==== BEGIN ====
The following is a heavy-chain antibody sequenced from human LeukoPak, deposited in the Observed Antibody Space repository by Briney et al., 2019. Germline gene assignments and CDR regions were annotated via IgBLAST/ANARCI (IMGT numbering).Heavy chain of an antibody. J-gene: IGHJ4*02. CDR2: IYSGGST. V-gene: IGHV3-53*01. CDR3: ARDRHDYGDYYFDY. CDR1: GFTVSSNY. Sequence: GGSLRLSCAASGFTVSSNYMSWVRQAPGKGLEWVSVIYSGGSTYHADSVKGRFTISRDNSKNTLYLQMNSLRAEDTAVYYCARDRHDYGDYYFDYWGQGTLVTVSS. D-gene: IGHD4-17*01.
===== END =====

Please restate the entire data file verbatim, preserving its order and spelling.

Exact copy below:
The following is a heavy-chain antibody sequenced from human LeukoPak, deposited in the Observed Antibody Space repository by Briney et al., 2019. Germline gene assignments and CDR regions were annotated via IgBLAST/ANARCI (IMGT numbering).Heavy chain of an antibody. J-gene: IGHJ4*02. CDR2: IYSGGST. V-gene: IGHV3-53*01. CDR3: ARDRHDYGDYYFDY. CDR1: GFTVSSNY. Sequence: GGSLRLSCAASGFTVSSNYMSWVRQAPGKGLEWVSVIYSGGSTYHADSVKGRFTISRDNSKNTLYLQMNSLRAEDTAVYYCARDRHDYGDYYFDYWGQGTLVTVSS. D-gene: IGHD4-17*01.